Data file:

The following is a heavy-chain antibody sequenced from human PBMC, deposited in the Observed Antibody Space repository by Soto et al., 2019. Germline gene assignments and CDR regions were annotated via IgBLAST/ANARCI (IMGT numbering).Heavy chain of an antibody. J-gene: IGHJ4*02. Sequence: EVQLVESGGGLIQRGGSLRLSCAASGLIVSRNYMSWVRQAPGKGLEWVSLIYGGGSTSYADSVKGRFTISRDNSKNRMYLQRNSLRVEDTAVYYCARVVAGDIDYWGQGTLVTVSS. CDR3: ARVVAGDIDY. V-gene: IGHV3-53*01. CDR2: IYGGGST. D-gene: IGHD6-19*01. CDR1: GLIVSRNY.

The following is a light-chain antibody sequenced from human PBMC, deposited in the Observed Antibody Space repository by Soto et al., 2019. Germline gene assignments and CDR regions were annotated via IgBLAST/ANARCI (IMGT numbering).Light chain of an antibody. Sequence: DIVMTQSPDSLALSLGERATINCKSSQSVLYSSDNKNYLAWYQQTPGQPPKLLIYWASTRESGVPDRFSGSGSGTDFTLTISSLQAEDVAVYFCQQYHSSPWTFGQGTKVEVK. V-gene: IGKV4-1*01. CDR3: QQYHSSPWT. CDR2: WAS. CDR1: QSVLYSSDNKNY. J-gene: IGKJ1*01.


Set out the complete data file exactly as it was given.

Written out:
The following is a heavy-chain antibody sequenced from human PBMC, deposited in the Observed Antibody Space repository by Soto et al., 2019. Germline gene assignments and CDR regions were annotated via IgBLAST/ANARCI (IMGT numbering).Heavy chain of an antibody. J-gene: IGHJ4*02. Sequence: EVQLVESGGGLIQRGGSLRLSCAASGLIVSRNYMSWVRQAPGKGLEWVSLIYGGGSTSYADSVKGRFTISRDNSKNRMYLQRNSLRVEDTAVYYCARVVAGDIDYWGQGTLVTVSS. CDR3: ARVVAGDIDY. V-gene: IGHV3-53*01. CDR2: IYGGGST. D-gene: IGHD6-19*01. CDR1: GLIVSRNY.

The following is a light-chain antibody sequenced from human PBMC, deposited in the Observed Antibody Space repository by Soto et al., 2019. Germline gene assignments and CDR regions were annotated via IgBLAST/ANARCI (IMGT numbering).Light chain of an antibody. Sequence: DIVMTQSPDSLALSLGERATINCKSSQSVLYSSDNKNYLAWYQQTPGQPPKLLIYWASTRESGVPDRFSGSGSGTDFTLTISSLQAEDVAVYFCQQYHSSPWTFGQGTKVEVK. V-gene: IGKV4-1*01. CDR3: QQYHSSPWT. CDR2: WAS. CDR1: QSVLYSSDNKNY. J-gene: IGKJ1*01.